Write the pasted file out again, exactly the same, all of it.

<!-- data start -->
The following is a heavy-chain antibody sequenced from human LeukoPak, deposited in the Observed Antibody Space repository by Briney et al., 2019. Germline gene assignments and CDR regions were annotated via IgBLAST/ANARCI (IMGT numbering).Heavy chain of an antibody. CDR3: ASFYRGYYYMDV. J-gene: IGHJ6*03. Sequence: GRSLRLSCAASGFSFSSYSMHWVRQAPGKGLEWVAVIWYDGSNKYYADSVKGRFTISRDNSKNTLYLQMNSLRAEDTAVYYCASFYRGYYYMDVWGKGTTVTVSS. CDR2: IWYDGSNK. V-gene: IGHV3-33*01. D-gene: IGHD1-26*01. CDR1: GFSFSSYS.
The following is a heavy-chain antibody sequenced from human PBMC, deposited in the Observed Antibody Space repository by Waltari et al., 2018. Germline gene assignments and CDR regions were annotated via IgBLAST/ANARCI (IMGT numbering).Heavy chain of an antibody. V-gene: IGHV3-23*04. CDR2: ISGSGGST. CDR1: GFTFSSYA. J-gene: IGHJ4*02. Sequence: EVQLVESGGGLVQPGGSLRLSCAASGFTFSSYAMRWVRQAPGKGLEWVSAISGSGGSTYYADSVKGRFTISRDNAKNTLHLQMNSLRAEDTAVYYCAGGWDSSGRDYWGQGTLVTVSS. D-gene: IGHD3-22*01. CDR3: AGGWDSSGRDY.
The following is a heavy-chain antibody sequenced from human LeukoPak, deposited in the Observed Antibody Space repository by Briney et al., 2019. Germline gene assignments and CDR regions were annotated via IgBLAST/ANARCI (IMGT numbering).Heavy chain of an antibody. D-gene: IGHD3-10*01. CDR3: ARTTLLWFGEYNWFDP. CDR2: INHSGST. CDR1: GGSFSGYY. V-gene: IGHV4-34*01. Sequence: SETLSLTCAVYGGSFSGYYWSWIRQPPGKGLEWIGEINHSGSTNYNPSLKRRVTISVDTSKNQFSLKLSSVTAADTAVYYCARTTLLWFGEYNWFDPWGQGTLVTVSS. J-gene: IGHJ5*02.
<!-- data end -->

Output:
The following is a heavy-chain antibody sequenced from human LeukoPak, deposited in the Observed Antibody Space repository by Briney et al., 2019. Germline gene assignments and CDR regions were annotated via IgBLAST/ANARCI (IMGT numbering).Heavy chain of an antibody. CDR3: ASFYRGYYYMDV. J-gene: IGHJ6*03. Sequence: GRSLRLSCAASGFSFSSYSMHWVRQAPGKGLEWVAVIWYDGSNKYYADSVKGRFTISRDNSKNTLYLQMNSLRAEDTAVYYCASFYRGYYYMDVWGKGTTVTVSS. CDR2: IWYDGSNK. V-gene: IGHV3-33*01. D-gene: IGHD1-26*01. CDR1: GFSFSSYS.
The following is a heavy-chain antibody sequenced from human PBMC, deposited in the Observed Antibody Space repository by Waltari et al., 2018. Germline gene assignments and CDR regions were annotated via IgBLAST/ANARCI (IMGT numbering).Heavy chain of an antibody. V-gene: IGHV3-23*04. CDR2: ISGSGGST. CDR1: GFTFSSYA. J-gene: IGHJ4*02. Sequence: EVQLVESGGGLVQPGGSLRLSCAASGFTFSSYAMRWVRQAPGKGLEWVSAISGSGGSTYYADSVKGRFTISRDNAKNTLHLQMNSLRAEDTAVYYCAGGWDSSGRDYWGQGTLVTVSS. D-gene: IGHD3-22*01. CDR3: AGGWDSSGRDY.
The following is a heavy-chain antibody sequenced from human LeukoPak, deposited in the Observed Antibody Space repository by Briney et al., 2019. Germline gene assignments and CDR regions were annotated via IgBLAST/ANARCI (IMGT numbering).Heavy chain of an antibody. D-gene: IGHD3-10*01. CDR3: ARTTLLWFGEYNWFDP. CDR2: INHSGST. CDR1: GGSFSGYY. V-gene: IGHV4-34*01. Sequence: SETLSLTCAVYGGSFSGYYWSWIRQPPGKGLEWIGEINHSGSTNYNPSLKRRVTISVDTSKNQFSLKLSSVTAADTAVYYCARTTLLWFGEYNWFDPWGQGTLVTVSS. J-gene: IGHJ5*02.